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NRZ to cut on hired wagons, locomotives

by Staff reporter
15 Nov 2021 at 05:21hrs | Views
THE National Railways of Zimbabwe (NRZ) is working on a framework to reduce wagons and locomotives hired from third parties as part of a broader scope to save the organisation millions of dollars in foreign currency.

Due to resource gaps NRZ faced in recent years, the parastatal had resorted to leasing equipment such as locomotives, wagons, and passenger coaches.

For example, in 2018 the country's strategic transporter entered into an interim arrangement with South Africa's railways operator, Transnet, to lease 13 locomotives, 34 passenger coaches and 200 wagons from Transnet.

Acting general manager, Mrs Respina Zinyanduko, said NRZ, which is undergoing a restructuring exercise, was pushed by historic challenges to hire some equipment like locomotives from third parties.

"So, we did an analysis of the profitability of these locomotives and the analysis of each and every agreement that we have.

"And those that were not profitable, we then had to terminate and also those that were not fully utilised but were having constant breakdowns like the five (locomotives) that we returned to Transnet, and that will save us a lot of money," she said.

"We have since started the process of advising Transnet that we are going to terminate the wagon lease agreement so that we can then save the forex that we are generating because each wagon is being charged US$32 per day.

"If you do your calculations, we need a very good turnaround of those wagons for us to realise profit. In most cases some of the challenges that they face when moving cargo out of the country were challenges to do with interchange that were beyond NRZ's control."

For example, when moving cargo to Beira, CFM, another State-owned rail operator in Mozambique, would take time to offload and as a result NRZ ends up operating at a loss because of hired equipment.

"So that's why we are looking at the option of having our own export-fit wagons and we have already started that project. And we have also managed to repair about 100 fuel tankers," said Ms Zinyanduko.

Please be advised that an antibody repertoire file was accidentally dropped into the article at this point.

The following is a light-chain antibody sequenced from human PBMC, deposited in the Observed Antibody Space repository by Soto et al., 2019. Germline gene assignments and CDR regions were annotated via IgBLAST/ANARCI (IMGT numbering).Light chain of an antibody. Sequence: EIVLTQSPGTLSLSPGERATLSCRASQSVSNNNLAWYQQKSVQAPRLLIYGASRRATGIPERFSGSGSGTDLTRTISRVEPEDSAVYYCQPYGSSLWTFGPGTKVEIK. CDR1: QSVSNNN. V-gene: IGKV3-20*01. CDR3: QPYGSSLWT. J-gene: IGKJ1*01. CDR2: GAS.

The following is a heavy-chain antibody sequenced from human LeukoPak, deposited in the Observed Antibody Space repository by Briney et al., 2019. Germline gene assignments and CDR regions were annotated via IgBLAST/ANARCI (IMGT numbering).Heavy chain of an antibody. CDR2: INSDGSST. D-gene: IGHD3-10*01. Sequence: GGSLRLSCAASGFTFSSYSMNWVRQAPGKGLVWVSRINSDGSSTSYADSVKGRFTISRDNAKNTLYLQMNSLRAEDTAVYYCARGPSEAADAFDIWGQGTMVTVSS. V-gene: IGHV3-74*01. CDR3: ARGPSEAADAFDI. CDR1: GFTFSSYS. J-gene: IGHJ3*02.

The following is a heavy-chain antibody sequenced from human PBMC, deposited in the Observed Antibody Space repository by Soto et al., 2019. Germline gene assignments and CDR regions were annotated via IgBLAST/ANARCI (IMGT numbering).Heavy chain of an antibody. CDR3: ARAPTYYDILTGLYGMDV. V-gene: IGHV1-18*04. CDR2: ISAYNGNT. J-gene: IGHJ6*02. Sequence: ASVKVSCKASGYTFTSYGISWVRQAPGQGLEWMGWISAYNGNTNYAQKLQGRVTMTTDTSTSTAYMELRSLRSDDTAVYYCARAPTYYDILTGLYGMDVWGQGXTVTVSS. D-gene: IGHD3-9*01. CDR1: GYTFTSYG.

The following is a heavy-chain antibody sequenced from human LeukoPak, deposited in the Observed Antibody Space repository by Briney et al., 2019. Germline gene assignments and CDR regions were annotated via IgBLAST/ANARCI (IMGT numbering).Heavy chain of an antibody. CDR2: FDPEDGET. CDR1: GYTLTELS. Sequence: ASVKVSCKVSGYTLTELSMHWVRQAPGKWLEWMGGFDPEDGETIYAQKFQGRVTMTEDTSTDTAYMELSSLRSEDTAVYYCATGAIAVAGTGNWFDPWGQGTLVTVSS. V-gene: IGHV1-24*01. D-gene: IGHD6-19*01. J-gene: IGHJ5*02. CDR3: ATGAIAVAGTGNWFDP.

"NRZ has fuel-supply clients who use tankers so for the past years we were using CFM tankers and when you use fuel tankers from another railway company, then it means we are not earning the revenue that you require as an organisation, so we decided to invest in that project."

Some of the NRZ fuel tankers have already been repaired and dispatched to the company's operations, a move expected to boost its revenue inflows going forward.

NRZ requires US$400 million for recapitalisation in the short-term and was presently seeking a strategic partner.

In 2019, Cabinet cancelled the US$400 million that NRZ and the Diaspora Infrastructure Development Group (DIDG) /Transnet Consortium had entered into in 2017.

This was on account that DIDG lacked financial capacity to implement the project after the infrastructure development group and Transnet parted ways.

Following the termination of the US$400 million recapitalisation project, DIDG filed a US$236 million lawsuit against NRZ. However, DIDG has pleaded with the Government to reconsider resuscitating its US$400 million NRZ recapitalisation project.

Mrs Zinyanduko said they expect to save a lot of foreign currency by reducing the number of hired equipment.

"Going forward, we expect that through this move (reducing the number of hired equipment) we are going to significantly reduce our indebtedness to Transnet because these locos were accruing rentals on a monthly basis," she said.

"We are also looking at a situation where we need to reduce our wagons that are hired from third parties because our wagons are said not to be export-fit."

At the moment, she said NRZ has 160 wagons that were being hired from South Africa and the rail entity has begun making its wagons export-fit.

Mrs Zinyanduko said such a project was ongoing with 30 wagons having already been made export-fit and dispatched to operations. NRZ targets to have 200 export-fit wagons by the end of January next year.

Source - The Herald